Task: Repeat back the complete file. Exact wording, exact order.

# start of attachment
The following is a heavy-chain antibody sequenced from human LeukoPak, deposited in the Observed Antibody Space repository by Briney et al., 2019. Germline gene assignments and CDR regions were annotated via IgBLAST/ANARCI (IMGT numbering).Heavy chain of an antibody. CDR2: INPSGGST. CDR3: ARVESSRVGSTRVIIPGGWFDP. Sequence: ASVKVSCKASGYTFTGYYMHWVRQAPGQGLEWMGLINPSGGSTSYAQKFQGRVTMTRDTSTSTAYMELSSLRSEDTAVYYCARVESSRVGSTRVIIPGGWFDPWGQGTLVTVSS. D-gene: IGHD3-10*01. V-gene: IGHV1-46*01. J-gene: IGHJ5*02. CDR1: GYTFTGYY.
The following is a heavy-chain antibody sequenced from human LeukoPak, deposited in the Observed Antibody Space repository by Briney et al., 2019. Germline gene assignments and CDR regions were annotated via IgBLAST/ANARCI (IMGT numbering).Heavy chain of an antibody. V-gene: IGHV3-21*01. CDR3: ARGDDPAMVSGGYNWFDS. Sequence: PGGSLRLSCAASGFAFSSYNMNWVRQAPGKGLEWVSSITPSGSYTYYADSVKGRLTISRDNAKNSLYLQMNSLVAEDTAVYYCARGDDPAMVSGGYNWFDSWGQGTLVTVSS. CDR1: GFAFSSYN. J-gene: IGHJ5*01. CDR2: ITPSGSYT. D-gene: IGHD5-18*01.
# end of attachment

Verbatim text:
The following is a heavy-chain antibody sequenced from human LeukoPak, deposited in the Observed Antibody Space repository by Briney et al., 2019. Germline gene assignments and CDR regions were annotated via IgBLAST/ANARCI (IMGT numbering).Heavy chain of an antibody. CDR2: INPSGGST. CDR3: ARVESSRVGSTRVIIPGGWFDP. Sequence: ASVKVSCKASGYTFTGYYMHWVRQAPGQGLEWMGLINPSGGSTSYAQKFQGRVTMTRDTSTSTAYMELSSLRSEDTAVYYCARVESSRVGSTRVIIPGGWFDPWGQGTLVTVSS. D-gene: IGHD3-10*01. V-gene: IGHV1-46*01. J-gene: IGHJ5*02. CDR1: GYTFTGYY.
The following is a heavy-chain antibody sequenced from human LeukoPak, deposited in the Observed Antibody Space repository by Briney et al., 2019. Germline gene assignments and CDR regions were annotated via IgBLAST/ANARCI (IMGT numbering).Heavy chain of an antibody. V-gene: IGHV3-21*01. CDR3: ARGDDPAMVSGGYNWFDS. Sequence: PGGSLRLSCAASGFAFSSYNMNWVRQAPGKGLEWVSSITPSGSYTYYADSVKGRLTISRDNAKNSLYLQMNSLVAEDTAVYYCARGDDPAMVSGGYNWFDSWGQGTLVTVSS. CDR1: GFAFSSYN. J-gene: IGHJ5*01. CDR2: ITPSGSYT. D-gene: IGHD5-18*01.